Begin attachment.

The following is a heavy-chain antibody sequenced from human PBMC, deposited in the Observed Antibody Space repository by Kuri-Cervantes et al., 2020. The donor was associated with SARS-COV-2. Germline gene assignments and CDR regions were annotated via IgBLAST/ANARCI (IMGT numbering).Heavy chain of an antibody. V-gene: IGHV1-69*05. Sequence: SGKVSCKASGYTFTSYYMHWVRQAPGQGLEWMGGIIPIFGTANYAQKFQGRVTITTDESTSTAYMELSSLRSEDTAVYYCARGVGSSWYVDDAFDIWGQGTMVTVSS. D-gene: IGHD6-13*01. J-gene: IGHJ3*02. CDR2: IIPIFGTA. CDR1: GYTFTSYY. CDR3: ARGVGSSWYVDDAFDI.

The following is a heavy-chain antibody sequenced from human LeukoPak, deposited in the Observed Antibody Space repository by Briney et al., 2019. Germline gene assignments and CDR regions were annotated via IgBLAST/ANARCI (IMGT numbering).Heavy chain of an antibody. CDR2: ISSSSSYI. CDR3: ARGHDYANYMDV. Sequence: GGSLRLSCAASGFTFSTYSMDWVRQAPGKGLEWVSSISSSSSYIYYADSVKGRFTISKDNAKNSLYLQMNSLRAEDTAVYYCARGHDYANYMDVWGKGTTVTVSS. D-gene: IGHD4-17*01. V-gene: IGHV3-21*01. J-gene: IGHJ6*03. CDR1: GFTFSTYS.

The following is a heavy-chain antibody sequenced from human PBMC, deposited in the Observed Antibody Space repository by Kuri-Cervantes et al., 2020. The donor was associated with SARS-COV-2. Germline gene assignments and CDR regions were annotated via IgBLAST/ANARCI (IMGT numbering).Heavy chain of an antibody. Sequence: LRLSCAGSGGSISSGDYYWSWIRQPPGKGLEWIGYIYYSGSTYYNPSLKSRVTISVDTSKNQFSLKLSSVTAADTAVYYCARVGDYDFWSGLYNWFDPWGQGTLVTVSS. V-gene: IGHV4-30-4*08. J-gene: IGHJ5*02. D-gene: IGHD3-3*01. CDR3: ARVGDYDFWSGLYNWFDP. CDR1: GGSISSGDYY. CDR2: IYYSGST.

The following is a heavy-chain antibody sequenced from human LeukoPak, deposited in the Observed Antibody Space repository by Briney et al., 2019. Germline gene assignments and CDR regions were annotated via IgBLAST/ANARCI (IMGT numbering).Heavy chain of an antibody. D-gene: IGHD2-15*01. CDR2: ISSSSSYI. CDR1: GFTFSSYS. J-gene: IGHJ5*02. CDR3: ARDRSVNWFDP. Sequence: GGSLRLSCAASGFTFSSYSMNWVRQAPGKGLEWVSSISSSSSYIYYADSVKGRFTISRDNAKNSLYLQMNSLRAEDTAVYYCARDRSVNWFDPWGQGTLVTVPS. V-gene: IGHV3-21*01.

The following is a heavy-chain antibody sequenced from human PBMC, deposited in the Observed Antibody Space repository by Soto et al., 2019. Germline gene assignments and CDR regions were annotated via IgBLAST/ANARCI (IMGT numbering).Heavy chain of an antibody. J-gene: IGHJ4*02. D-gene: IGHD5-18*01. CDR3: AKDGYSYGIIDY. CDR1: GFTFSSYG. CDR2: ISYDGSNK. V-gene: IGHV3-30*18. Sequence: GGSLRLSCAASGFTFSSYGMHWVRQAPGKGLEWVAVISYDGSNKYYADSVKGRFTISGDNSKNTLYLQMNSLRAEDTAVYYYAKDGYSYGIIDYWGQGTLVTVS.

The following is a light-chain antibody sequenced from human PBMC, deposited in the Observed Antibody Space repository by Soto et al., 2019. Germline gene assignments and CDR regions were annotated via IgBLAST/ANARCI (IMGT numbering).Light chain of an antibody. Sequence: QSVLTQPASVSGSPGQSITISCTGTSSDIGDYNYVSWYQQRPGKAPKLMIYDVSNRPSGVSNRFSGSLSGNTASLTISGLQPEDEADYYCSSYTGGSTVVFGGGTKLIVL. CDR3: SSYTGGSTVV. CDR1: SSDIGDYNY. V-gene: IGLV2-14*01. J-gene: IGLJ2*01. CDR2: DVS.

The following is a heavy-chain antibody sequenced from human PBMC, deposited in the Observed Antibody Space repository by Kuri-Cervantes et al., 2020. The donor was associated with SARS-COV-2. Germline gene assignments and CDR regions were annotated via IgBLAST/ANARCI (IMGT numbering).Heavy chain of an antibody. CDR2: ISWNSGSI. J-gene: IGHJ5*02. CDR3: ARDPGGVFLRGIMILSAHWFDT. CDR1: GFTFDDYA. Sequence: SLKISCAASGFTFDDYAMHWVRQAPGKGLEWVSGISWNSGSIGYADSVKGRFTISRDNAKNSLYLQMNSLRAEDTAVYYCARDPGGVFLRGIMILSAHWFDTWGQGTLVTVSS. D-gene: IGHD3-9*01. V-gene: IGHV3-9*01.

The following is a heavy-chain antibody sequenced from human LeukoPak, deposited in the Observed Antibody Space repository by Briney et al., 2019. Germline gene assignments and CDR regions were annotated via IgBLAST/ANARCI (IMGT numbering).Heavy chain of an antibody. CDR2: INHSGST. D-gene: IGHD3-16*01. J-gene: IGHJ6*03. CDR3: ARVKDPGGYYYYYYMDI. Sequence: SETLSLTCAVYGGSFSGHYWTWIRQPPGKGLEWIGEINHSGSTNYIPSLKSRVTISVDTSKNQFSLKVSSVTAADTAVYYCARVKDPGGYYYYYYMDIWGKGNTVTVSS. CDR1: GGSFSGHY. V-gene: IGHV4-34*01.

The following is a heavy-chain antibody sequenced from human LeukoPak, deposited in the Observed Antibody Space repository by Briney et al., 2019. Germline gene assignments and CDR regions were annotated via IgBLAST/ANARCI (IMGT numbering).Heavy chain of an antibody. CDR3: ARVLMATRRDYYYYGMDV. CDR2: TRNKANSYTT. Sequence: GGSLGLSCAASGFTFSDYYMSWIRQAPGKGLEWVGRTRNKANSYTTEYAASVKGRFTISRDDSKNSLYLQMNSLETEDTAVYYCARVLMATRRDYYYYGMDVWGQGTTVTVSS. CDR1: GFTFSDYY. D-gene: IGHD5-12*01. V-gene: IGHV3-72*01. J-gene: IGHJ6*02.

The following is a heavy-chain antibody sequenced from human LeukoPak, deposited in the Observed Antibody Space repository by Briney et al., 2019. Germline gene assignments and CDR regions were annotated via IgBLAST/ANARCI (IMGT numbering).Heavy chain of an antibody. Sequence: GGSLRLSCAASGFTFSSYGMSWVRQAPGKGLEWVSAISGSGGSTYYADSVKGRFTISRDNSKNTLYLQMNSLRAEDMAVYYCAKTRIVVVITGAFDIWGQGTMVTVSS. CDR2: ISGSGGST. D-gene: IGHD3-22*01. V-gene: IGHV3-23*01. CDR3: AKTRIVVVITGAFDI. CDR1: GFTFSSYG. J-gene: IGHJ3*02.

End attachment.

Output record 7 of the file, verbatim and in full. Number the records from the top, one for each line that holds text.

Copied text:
The following is a heavy-chain antibody sequenced from human PBMC, deposited in the Observed Antibody Space repository by Kuri-Cervantes et al., 2020. The donor was associated with SARS-COV-2. Germline gene assignments and CDR regions were annotated via IgBLAST/ANARCI (IMGT numbering).Heavy chain of an antibody. CDR2: ISWNSGSI. J-gene: IGHJ5*02. CDR3: ARDPGGVFLRGIMILSAHWFDT. CDR1: GFTFDDYA. Sequence: SLKISCAASGFTFDDYAMHWVRQAPGKGLEWVSGISWNSGSIGYADSVKGRFTISRDNAKNSLYLQMNSLRAEDTAVYYCARDPGGVFLRGIMILSAHWFDTWGQGTLVTVSS. D-gene: IGHD3-9*01. V-gene: IGHV3-9*01.